Two experiments were conducted which induced orienting and habituation by presenting a novel stimulus and repeating its presentation at long and irregular intertrial intervals. At the end of the habituation series, a pitch or intensity change was introduced to elicit response recovery cor dishabituate the response to the subsequent initial stimulus. Skin conductance, alpha blocking, and to a lesser extent heart rate reflected these manipulations. P300 responded as expected to the initial stimulus presentation and habituated to steady state responding very quickly, but it did not prove sensitive to the change in stimulus characteristics. The O-Wave, on the other hand, did not behave in a manner consistent with its proposed status as a component of the generalized OR as it was not augmented by novel stimuli and showed no evidence of amplitude reduction with stimulus repetition. Taken together, these data suggest that while traditional notions of orienting are still applicable to some measures (e.g., SC, HR and alpha blocking), the complexity of ERPs would seem to require a decomposition of the OR into more basic processes before relationships between specific ERP components and aspects of the OR can be elucidated in any detail.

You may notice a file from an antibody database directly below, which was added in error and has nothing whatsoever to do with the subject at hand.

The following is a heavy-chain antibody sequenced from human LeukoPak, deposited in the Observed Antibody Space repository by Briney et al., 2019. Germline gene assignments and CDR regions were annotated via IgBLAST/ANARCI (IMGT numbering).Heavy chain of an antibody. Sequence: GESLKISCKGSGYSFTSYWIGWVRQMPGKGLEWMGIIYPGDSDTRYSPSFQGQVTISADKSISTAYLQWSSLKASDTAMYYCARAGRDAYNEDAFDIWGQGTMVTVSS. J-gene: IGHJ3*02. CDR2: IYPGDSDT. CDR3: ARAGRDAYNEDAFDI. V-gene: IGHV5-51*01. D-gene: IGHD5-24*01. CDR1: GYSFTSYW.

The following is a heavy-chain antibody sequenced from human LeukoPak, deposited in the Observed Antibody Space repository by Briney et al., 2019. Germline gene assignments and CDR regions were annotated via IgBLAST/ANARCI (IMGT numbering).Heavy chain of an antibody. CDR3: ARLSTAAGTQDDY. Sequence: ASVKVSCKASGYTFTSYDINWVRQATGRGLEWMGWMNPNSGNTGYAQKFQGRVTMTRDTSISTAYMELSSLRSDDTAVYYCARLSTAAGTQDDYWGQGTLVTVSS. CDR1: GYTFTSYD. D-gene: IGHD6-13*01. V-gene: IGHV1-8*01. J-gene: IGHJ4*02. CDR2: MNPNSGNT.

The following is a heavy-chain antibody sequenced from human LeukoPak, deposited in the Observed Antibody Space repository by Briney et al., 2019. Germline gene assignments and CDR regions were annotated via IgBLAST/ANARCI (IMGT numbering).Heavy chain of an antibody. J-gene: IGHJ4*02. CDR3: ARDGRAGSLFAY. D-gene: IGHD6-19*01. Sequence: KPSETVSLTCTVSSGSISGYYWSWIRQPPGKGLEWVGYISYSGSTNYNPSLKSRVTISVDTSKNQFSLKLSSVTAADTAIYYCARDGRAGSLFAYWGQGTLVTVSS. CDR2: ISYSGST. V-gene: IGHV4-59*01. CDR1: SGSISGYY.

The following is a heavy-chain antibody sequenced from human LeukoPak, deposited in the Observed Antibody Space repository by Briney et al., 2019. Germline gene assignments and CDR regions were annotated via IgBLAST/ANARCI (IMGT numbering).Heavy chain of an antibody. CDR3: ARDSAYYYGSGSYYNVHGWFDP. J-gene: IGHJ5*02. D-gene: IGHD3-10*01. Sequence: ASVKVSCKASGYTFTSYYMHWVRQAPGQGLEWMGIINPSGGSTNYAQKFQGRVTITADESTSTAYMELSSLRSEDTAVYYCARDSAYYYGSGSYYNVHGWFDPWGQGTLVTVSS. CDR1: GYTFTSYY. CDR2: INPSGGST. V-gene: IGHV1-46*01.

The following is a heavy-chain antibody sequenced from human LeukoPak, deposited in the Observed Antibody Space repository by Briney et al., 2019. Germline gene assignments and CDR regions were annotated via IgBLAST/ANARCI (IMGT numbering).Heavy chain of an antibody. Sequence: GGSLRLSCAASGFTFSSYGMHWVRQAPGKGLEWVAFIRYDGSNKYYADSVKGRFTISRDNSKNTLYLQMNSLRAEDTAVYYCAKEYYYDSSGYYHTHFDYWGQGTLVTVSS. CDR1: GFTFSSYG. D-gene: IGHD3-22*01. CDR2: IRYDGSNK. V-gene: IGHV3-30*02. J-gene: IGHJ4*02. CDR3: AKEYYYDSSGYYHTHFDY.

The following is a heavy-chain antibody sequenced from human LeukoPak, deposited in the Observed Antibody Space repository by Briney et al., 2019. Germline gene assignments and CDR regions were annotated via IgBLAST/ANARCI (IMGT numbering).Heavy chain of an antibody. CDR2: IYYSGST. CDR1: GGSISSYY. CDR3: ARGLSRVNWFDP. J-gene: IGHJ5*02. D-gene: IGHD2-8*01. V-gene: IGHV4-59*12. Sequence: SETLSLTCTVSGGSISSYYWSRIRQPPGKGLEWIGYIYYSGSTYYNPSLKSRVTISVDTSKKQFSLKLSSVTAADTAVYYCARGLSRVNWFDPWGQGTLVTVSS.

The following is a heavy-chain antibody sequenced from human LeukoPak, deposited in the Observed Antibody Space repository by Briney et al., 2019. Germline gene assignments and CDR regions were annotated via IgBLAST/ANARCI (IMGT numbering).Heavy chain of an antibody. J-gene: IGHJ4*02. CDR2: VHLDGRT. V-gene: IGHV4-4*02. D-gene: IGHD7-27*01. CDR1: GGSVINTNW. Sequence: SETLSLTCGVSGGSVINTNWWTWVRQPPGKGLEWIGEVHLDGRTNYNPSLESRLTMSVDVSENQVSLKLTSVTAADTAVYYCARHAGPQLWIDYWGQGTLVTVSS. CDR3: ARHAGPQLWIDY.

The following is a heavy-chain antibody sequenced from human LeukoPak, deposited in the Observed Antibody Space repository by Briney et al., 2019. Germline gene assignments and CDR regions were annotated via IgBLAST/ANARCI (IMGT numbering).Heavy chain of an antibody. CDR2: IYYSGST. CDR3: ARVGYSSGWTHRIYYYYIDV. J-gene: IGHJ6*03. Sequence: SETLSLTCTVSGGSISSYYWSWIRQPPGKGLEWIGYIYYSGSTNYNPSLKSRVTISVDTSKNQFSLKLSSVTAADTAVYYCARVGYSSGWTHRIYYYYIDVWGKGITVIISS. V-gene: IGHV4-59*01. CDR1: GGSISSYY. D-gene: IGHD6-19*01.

|Number of pages||15|
|Journal||Journal of Psychophysiology|
|Publication status||Published - 1987|
ASJC Scopus subject areas
- Neuropsychology and Physiological Psychology